It started with something familiar, using Payne’s grey acrylic ink to do the line drawing that’s the basis of the composition. My next step usually would be to spray the ink and let it run, or to wet a brush and turn the still-wet ink into wash, or to leave the line to dry entirely (the latter being the least-chosen option). But this time, as I picked up the brush to dip it into some water, I found myself looking at the dry, scratchy hairs and wondering what result I’d get if I drybrushed the still-wet areas of ink. Only one way to find out, of course, and that’s to give into the impulse and see what happens.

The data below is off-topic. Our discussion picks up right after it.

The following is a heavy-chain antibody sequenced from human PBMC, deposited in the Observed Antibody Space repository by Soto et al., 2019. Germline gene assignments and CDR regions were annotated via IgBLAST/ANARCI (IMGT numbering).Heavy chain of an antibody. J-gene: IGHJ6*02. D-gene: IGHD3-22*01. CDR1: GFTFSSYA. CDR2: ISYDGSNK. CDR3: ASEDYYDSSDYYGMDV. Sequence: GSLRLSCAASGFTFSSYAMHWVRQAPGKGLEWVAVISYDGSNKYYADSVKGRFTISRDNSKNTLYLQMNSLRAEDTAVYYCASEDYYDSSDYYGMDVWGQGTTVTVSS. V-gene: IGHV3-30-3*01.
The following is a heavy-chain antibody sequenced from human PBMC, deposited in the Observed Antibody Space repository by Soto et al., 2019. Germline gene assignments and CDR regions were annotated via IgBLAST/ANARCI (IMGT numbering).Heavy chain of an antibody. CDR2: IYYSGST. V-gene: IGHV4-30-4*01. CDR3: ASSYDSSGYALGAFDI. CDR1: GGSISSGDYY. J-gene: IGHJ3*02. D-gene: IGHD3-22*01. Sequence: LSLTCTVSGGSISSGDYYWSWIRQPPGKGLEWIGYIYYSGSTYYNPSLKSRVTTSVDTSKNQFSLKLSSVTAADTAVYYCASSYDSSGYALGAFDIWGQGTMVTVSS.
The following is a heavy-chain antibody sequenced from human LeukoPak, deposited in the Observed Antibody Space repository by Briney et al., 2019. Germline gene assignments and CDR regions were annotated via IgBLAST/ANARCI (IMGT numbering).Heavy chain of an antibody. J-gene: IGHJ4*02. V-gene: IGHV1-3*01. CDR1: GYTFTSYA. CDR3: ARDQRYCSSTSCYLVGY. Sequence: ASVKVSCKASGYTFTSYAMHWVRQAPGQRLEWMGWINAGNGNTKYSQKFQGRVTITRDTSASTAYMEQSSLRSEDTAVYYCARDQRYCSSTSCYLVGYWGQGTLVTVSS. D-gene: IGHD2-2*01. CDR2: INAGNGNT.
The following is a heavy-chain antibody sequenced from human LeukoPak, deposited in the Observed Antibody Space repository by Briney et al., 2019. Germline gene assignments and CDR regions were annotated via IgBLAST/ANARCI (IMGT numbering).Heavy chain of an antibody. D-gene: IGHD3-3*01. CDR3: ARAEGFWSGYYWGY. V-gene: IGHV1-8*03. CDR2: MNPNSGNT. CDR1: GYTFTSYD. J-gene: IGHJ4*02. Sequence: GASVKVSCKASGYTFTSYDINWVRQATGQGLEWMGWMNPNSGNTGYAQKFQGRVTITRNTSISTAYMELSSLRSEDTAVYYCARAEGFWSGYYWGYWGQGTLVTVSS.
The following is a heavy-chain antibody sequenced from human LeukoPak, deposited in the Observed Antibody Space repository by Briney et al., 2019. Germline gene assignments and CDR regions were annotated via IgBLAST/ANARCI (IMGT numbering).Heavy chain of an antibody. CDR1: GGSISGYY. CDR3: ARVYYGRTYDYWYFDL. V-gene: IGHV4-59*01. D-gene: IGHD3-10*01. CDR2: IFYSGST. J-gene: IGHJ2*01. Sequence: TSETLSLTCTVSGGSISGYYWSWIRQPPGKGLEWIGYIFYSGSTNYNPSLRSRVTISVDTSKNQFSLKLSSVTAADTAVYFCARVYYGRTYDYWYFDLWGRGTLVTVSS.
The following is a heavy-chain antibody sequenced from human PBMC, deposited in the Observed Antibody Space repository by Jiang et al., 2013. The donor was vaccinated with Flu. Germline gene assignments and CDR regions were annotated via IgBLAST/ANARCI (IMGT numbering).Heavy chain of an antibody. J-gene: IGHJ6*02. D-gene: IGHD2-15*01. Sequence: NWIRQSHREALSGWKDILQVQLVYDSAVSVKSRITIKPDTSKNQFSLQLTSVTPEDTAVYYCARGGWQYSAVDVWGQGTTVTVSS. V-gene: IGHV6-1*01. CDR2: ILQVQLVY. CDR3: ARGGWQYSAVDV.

This is what the ink lines looked like before I starting drybrushing them; that awkward vertical in the middle is supposed to be a single-track roadsign:
After I’d drybrushed, I dipped the brush into water (the tip, I didn’t want to wash out the ink in the brush) and added some light-grey watery wash.
It’s the beginning of my first attempt using the reference photo I’ve selected for next month’s painting project. So far so good.
I’ll end with the redaction poem I did as the morning’s warm-up exercise:
This is interesting for many reasons.
I feel that not too much has changed.
The time had come.
We shall not fail.
So be it then.
A sleepless night.